Thursday, February 7, 2019

Man-Kzin Wars XV: HOORAY!!

If you don't have an ad blocker running, what follows will be a graphic link  to the book on Amazon:


For those who DO have an ad blocker, as I do, I do not wish that you should miss the chance to see the cover of (clickable link follows =>) MAN-KZIN WARS XV, so here it is:

The Cover. 
Nice, huh?

Seems like decades, but it's only been six years since the last Man-Kzin Wars collection was released. SIX LONG, MISERABLE, STARVING YEARS!!!!! Maybe that's a good thing; they say "Absence makes the heart grow fonder", but that's only the pathetic solace sought by one who has been denied access to the object of affections. 

And there is SO much that we can be affectionate about when it comes to the war cats. To the best of my knowledge, the Long Peace, those 300 years in which humanity was lobotomized out of studying war, produced exactly ONE story: "Safe At Any Speed." Those who are SMOFs will correct me on this matter (or rather, they would if they read my blog) in the event that I'm wrong; I'm just basing that statement by Larry Niven that it's the only story from that time that he wrote, because: it's so BORING.

I wish to make this point perfectly clear: I would VASTLY prefer living during the Long Peace. I rather doubt that I would ever vote in a government that promised to socially engineer us to that point, especially since there are several billion people who don't share citizenship with me, and thus would not be subjects of that engineering, but still: if I were PERFECTLY assured (and there's the problem) of living in peace with all, I would be willing to forfeit some irascibility. I've got grandchildren, you see, and I'd like for them to be able to live as the first generation of my family who didn't HAVE to go to war. I am proud of the four generations of veterans! But war is not what I would choose for my life.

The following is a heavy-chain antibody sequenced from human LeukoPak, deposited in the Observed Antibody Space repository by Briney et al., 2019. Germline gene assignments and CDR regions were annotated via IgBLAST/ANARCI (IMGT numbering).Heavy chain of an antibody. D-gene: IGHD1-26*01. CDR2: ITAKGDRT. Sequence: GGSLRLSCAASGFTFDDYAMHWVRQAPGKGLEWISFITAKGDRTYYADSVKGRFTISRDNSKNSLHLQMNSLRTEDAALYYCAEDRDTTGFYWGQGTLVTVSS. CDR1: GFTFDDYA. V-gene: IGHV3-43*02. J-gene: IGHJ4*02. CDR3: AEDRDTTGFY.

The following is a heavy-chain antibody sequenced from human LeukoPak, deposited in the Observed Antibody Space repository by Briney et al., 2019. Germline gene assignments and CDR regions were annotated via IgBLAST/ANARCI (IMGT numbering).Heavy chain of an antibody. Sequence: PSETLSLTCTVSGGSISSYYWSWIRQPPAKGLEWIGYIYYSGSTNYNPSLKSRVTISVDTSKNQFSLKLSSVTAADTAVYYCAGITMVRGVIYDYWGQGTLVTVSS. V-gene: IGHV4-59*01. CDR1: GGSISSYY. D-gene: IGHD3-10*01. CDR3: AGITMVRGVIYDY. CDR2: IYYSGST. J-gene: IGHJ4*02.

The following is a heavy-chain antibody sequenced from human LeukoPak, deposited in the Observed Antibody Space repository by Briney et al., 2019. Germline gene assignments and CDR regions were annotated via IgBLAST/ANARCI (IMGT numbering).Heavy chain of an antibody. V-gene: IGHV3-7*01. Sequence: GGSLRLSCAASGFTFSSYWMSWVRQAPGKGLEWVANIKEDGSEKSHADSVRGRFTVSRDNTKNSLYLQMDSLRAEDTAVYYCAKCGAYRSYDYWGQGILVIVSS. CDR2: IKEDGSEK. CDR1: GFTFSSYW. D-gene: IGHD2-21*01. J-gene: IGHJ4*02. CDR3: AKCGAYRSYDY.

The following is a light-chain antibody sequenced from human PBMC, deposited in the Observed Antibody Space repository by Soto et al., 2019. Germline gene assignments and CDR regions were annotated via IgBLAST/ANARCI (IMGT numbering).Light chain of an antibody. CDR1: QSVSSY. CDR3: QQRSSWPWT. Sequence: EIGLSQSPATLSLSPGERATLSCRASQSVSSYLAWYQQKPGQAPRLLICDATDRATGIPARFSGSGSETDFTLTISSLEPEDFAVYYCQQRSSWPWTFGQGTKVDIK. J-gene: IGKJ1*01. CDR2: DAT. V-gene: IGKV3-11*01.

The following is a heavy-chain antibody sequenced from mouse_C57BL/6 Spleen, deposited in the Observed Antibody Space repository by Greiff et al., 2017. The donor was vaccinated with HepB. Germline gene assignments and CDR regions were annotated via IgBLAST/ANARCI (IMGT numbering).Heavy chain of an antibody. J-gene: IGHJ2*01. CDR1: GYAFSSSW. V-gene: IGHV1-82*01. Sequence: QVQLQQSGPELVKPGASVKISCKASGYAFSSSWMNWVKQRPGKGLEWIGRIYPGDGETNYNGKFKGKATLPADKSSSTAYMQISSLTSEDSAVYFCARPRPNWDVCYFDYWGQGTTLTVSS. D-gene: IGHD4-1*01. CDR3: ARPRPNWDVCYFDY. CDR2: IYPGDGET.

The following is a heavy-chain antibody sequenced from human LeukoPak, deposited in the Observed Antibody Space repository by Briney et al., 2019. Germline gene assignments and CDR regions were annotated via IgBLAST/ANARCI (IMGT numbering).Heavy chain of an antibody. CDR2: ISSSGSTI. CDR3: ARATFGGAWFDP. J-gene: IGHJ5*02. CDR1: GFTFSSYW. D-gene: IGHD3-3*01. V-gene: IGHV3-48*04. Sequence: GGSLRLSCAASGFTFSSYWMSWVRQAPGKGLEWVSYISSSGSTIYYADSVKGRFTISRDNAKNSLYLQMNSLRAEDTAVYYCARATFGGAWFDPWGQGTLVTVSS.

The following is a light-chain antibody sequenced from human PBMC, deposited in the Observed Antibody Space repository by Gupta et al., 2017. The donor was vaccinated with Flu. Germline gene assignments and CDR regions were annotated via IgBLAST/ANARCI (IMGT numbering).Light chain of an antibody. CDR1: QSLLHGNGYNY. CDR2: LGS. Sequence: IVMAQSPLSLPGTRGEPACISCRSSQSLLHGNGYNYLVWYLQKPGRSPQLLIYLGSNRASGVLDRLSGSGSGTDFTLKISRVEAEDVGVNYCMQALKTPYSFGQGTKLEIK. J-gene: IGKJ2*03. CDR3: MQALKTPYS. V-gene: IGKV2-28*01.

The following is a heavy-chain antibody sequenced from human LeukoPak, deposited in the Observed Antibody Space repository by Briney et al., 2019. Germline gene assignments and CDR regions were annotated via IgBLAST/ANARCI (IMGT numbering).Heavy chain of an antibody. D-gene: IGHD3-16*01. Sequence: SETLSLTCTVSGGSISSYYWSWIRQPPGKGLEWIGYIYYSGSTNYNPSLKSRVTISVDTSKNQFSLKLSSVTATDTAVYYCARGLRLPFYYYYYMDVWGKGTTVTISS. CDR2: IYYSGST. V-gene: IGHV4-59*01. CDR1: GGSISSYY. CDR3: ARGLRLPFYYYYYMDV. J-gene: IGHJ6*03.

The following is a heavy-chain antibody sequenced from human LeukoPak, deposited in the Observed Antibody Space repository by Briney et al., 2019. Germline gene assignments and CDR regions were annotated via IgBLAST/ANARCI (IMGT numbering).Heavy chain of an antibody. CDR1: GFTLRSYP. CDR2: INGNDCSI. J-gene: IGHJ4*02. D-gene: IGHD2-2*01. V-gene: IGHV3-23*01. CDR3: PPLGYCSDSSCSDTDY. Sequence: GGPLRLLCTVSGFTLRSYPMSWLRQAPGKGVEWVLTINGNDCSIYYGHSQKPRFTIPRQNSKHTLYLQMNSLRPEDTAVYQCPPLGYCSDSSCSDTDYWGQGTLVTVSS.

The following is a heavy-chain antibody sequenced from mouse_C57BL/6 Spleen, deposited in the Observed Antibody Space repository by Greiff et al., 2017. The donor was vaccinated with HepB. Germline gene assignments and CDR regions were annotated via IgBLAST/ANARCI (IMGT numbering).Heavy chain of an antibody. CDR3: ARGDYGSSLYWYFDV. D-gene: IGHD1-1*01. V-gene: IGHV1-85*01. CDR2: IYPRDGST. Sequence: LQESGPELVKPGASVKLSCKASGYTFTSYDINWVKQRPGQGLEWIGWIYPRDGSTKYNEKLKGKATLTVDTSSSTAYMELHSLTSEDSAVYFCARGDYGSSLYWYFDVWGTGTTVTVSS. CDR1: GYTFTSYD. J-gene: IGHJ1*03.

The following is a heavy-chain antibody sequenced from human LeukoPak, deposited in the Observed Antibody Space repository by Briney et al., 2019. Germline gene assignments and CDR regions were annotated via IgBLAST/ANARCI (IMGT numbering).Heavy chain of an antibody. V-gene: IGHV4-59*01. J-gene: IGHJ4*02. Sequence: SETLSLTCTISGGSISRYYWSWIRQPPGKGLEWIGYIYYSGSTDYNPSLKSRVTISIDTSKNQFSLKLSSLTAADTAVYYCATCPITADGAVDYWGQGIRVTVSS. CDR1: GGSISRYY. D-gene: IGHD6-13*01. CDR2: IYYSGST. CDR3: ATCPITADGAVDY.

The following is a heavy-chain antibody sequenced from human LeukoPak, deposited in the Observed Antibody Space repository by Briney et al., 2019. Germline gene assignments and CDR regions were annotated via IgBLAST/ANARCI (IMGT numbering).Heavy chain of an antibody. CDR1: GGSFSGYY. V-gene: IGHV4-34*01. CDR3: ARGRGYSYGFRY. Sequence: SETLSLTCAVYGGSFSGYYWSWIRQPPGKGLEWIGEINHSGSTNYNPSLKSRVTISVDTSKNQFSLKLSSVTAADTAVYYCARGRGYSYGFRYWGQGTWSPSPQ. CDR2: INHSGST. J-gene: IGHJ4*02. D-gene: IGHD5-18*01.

It IS what I choose for my escapist reading, however. I do not wish to read stories of interesting conversations all the time, as amusing as I find "The Importance of Being Earnest." It's a pleasant diversion, but I rather need the smell of horse sweat, the clack of the Winchester as I jack another round in the chamber, the 'voom-voom" of the light saber. 

So, HOORAY for Man-Kzin XV! These Are the droids stories we were looking for!  Even if we DID have to wait six years!

And now, to the stories:

"Sales Pitch," by Hal Colebatch, one of the strong veterans of the series. I suspect he knows more about this aspect of Known Space than anyone else. Whether everything he knows is TRUE remains to be seen, but he tells an excellent story. In this one, he provides deep, deep, deep background to the conflict between Man and Kzin, giving us another reason to despise those who pull the strings.

"Singer of Truth," by Martin L Shoemaker, another long-time writer. This tale is set relatively early in the Wars, before much of the self-centered nastiness of the human race has been stripped away by the desperate need to unite for survival. A human psycho-therapist risks his life and well-being in order to make contact with the Kzinti, especially those who don't wish to make contact with him. His biggest struggles come from his own people, who fight over their own privileges as if that were the biggest deal in the world.